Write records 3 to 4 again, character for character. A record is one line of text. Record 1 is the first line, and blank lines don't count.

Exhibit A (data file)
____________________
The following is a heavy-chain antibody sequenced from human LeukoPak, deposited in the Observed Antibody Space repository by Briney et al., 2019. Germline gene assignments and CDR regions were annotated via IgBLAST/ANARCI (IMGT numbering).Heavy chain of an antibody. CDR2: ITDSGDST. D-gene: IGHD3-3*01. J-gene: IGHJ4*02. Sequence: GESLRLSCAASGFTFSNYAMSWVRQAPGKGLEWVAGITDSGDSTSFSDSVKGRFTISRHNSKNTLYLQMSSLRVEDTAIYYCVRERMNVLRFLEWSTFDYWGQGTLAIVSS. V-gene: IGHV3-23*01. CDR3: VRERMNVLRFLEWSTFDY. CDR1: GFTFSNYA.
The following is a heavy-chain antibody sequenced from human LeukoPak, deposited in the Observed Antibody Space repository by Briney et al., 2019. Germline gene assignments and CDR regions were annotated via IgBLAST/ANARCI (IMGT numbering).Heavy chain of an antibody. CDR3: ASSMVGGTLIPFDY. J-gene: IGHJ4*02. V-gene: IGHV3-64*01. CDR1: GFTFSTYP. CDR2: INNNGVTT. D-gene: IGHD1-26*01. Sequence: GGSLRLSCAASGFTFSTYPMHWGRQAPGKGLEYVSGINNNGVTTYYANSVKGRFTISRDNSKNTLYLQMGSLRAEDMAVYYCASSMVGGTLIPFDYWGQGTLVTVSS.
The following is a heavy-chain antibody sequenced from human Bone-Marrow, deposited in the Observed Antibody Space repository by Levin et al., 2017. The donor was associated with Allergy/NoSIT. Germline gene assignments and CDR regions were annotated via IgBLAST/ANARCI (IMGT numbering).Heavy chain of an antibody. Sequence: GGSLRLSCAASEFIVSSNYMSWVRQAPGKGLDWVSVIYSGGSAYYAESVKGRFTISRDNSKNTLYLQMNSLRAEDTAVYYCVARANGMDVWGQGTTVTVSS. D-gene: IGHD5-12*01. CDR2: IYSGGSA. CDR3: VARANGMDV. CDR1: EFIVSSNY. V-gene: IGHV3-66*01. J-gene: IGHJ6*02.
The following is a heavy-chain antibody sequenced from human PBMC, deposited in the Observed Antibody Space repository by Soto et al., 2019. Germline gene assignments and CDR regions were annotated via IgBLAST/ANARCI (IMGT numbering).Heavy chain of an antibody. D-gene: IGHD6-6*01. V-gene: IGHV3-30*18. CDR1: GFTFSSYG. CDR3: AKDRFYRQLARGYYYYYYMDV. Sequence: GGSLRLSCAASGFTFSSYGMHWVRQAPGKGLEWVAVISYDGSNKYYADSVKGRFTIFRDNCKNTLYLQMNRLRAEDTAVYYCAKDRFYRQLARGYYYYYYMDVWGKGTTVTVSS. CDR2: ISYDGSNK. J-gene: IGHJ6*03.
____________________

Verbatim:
The following is a heavy-chain antibody sequenced from human Bone-Marrow, deposited in the Observed Antibody Space repository by Levin et al., 2017. The donor was associated with Allergy/NoSIT. Germline gene assignments and CDR regions were annotated via IgBLAST/ANARCI (IMGT numbering).Heavy chain of an antibody. Sequence: GGSLRLSCAASEFIVSSNYMSWVRQAPGKGLDWVSVIYSGGSAYYAESVKGRFTISRDNSKNTLYLQMNSLRAEDTAVYYCVARANGMDVWGQGTTVTVSS. D-gene: IGHD5-12*01. CDR2: IYSGGSA. CDR3: VARANGMDV. CDR1: EFIVSSNY. V-gene: IGHV3-66*01. J-gene: IGHJ6*02.
The following is a heavy-chain antibody sequenced from human PBMC, deposited in the Observed Antibody Space repository by Soto et al., 2019. Germline gene assignments and CDR regions were annotated via IgBLAST/ANARCI (IMGT numbering).Heavy chain of an antibody. D-gene: IGHD6-6*01. V-gene: IGHV3-30*18. CDR1: GFTFSSYG. CDR3: AKDRFYRQLARGYYYYYYMDV. Sequence: GGSLRLSCAASGFTFSSYGMHWVRQAPGKGLEWVAVISYDGSNKYYADSVKGRFTIFRDNCKNTLYLQMNRLRAEDTAVYYCAKDRFYRQLARGYYYYYYMDVWGKGTTVTVSS. CDR2: ISYDGSNK. J-gene: IGHJ6*03.